PS. I noticed in your profile that you are also a pilot. I earned my private in 2000, instrument in 2004 and am currently working on finishing my commercial and then moving on to CFII.
Sadly, that should be prefaced by "student" I had some hard luck in my early lessons due to weather and ended up out of green to continue.
First spring I started I had 58 out of 72 lessons cancelled due to weather (in 15 weeks).

Quote:
Was not meaning to dodge the question, but the department I work for is very picky about being named. Their policy even goes so far as to state that I can not say what department I work for when giving concealed carry instruction. Their position is that they do not want to be legally implicated. Personally, I think our high ranking officials are not terribly gun friendly.
No problem. No accounting for bureaucrats.
__________________
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---
The problem, as you so eloquently put it, is choice.
-The Architect
-----
He is no fool who gives what he can not keep to gain what he can not lose.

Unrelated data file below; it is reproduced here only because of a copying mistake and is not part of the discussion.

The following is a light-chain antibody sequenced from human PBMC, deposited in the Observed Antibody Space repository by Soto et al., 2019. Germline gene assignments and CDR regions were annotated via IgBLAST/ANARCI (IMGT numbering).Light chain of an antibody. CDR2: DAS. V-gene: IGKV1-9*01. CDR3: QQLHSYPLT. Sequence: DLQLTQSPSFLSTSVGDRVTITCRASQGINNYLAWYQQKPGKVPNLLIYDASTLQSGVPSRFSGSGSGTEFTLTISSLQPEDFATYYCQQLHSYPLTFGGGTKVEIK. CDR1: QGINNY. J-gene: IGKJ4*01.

-Jim Eliott, paraphrasing Philip Henry.
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Old August 19, 2008, 08:00 PM   #13
Saab1911
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On the whole, excellent thread.

I would like to add that you keep a firm hold on the pistol when firing, and
after recoil, follow through should include letting up on pressure on the trigger
until it resets.

Also, dry firing practice away from the range is important. I practice at home
what I want to try at the range on the weekend. I would say that I spend
as much if not more time practicing at home as I spend at the range.

Cheers,

Jae
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Old August 19, 2008, 08:14 PM   #14
Threefeathers
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I'm doing just that as I prepare for LFI.
Today I went to the range and practiced draw and fire one round for 50 rounds. The draw and fire 2 rounds. I put the target at 25 meters because I want to concentrate on basic sight pic. Tonight in the garage I'll draw and use a snap cap at least 100 more times.
My draw is getting smooth but not super fast, but it is smooth and I end up with a solid two hand hold 95% of the time.
I use a modified Weaver because i want the same stance when I transition to my carbine.